“Kid,” Fresco would growl, “what do you want — a career or a limp?”

  Michael was not in a sport where the occupational hazard was a limp. But he was in one where the ball was full of air. And was hard to miss-30 inches in circumference vs. a baseball’s nine.

Baseball should be glad it’s got him. I bet hockey wishes he could skate.


Sunday, February 4, 1996, SPORTS



It’s Basketball Played On a Higher Plane

  You go to see Michael Jordan play basketball for the same reason you went to see Astaire dance, Olivier act or the sun set over Canada. It’s art. It should be painted, not photographed.

  It’s not a game, it’s a recital. He’s not just a player, he’s a virtuoso. Heifetz with a violin. Horowitz at the piano.

  He doesn’t even play the game where everyone else does. He plays it from the air. He comes in for a landing every now and then, usually from above the basket. Then he stays on the runway for a while till the next takeoff. You get the feeling the other players don’t know where he has gone till he cups his mouth and shouts down “Up here!” He should probably be wearing a cape and high boots.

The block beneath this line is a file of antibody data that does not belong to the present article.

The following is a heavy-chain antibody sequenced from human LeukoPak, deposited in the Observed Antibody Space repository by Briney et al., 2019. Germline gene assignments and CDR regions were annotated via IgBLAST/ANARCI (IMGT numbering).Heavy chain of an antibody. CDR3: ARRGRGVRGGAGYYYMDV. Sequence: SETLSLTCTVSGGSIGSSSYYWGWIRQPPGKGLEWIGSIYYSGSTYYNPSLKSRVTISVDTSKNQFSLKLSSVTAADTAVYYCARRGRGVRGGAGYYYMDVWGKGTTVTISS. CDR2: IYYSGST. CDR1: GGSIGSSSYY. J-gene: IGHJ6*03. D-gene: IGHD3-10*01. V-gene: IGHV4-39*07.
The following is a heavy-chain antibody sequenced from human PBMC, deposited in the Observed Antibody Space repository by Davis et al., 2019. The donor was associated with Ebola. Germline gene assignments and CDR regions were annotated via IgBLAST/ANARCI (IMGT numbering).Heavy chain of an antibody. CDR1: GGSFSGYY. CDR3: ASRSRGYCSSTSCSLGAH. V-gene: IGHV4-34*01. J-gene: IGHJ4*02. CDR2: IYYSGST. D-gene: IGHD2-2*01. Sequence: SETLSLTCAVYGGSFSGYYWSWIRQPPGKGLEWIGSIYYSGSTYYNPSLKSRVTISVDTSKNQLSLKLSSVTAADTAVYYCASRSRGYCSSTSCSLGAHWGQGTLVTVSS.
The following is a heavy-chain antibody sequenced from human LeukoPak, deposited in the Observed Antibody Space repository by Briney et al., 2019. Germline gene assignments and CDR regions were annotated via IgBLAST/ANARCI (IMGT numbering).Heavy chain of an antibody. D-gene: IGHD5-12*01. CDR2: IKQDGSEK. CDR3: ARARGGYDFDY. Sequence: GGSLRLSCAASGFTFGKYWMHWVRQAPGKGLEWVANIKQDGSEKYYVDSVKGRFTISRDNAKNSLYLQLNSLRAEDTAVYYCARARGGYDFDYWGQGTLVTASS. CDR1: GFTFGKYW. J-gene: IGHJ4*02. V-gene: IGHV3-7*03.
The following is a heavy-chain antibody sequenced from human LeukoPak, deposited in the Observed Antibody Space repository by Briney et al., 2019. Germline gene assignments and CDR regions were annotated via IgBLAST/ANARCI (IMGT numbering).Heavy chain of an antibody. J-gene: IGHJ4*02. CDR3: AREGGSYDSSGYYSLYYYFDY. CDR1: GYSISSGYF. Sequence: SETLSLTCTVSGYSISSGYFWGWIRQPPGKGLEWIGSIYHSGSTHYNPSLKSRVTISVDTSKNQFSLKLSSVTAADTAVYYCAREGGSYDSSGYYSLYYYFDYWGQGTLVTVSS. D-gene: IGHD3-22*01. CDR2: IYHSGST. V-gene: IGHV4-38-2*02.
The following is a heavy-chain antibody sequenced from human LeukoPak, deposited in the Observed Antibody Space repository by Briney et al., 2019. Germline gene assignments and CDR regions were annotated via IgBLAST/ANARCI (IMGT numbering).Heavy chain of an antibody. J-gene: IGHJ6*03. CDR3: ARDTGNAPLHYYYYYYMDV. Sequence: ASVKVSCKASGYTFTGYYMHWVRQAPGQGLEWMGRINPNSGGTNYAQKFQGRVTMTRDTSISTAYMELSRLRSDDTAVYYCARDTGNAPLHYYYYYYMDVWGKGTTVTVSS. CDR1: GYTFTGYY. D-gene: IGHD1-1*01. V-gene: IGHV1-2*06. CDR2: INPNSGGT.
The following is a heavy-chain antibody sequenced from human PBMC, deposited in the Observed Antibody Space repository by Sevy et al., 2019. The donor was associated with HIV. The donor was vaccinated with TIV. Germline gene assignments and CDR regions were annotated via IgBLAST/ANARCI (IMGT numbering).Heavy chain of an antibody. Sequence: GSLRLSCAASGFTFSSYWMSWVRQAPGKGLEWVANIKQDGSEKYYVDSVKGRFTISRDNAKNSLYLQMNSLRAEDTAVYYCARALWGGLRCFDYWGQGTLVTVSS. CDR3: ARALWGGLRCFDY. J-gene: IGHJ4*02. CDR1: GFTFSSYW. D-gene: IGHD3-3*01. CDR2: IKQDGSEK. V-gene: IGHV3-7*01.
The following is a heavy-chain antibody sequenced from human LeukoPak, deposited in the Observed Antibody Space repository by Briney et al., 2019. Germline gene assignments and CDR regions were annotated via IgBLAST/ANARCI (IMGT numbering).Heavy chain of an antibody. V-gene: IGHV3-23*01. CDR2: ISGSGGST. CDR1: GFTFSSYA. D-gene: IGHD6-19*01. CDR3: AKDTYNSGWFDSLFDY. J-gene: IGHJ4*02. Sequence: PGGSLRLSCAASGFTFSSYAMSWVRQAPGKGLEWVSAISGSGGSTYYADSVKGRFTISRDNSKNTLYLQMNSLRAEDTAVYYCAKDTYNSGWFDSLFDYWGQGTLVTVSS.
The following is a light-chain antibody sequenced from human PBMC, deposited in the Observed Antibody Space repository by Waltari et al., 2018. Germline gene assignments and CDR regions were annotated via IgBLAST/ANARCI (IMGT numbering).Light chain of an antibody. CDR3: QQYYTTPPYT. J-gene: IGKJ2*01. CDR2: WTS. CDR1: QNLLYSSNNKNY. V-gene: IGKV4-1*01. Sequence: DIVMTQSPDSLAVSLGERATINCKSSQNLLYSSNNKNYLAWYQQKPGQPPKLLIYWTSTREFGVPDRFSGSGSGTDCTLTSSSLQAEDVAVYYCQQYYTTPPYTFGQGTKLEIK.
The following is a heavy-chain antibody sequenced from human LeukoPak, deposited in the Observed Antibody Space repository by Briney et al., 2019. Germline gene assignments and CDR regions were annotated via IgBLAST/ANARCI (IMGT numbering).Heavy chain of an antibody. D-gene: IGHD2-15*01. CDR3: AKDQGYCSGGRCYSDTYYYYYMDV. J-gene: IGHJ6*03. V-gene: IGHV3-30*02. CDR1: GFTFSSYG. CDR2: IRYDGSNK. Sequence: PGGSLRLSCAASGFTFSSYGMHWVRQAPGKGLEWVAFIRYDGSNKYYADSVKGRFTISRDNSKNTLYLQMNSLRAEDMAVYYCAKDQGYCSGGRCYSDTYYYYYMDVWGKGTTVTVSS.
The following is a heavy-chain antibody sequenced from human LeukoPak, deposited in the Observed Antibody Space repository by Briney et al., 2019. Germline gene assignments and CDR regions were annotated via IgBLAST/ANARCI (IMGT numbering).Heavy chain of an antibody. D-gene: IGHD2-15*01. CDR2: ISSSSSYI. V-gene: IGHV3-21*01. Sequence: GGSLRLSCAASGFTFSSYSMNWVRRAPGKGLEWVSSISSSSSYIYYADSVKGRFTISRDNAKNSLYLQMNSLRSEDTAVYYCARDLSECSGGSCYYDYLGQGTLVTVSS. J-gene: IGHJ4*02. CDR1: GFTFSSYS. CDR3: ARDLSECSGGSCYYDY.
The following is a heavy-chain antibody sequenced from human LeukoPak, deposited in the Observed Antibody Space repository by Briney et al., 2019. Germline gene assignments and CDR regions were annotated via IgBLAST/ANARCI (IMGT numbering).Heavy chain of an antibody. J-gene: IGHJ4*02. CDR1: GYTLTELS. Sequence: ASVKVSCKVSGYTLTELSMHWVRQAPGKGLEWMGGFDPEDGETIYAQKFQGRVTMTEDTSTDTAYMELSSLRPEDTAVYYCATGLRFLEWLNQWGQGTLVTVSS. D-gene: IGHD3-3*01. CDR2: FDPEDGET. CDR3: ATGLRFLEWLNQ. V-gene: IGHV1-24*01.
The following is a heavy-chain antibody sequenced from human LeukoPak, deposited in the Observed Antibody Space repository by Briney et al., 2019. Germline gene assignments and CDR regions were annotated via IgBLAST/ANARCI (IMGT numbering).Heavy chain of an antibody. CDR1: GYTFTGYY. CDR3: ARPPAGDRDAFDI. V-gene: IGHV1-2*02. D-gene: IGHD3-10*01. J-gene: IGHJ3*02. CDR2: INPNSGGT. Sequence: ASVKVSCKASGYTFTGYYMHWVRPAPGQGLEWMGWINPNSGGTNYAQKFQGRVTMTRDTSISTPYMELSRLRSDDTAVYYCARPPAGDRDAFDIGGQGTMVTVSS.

What he’s doing is making a shambles of the game of basketball, laying waste to the landscape. He’s as unstoppable as tomorrow.

  Many people were wishing he could hit the curveball. Let pitchers worry about stopping him instead of NBA guards. While he was gone, Hakeem Olajuwon took over. But while Hakeem is a great player, he pretty much plays a ground game. He’s infantry. He slogs to the basket. Jordan is more like a stealth bomber. You can’t see him coming, and you don’t know where he is until you hear the swish of the net.

  It’s hard to believe this talent wasn’t the No. 1 pick in his draft year. You wonder how a general manager could justify passing him up. You get a picture of the GM telling his owner, “Aw, he’s just a baseball player. We need somebody to go to the basket — like Sam Bowie. Besides, he’s too short.”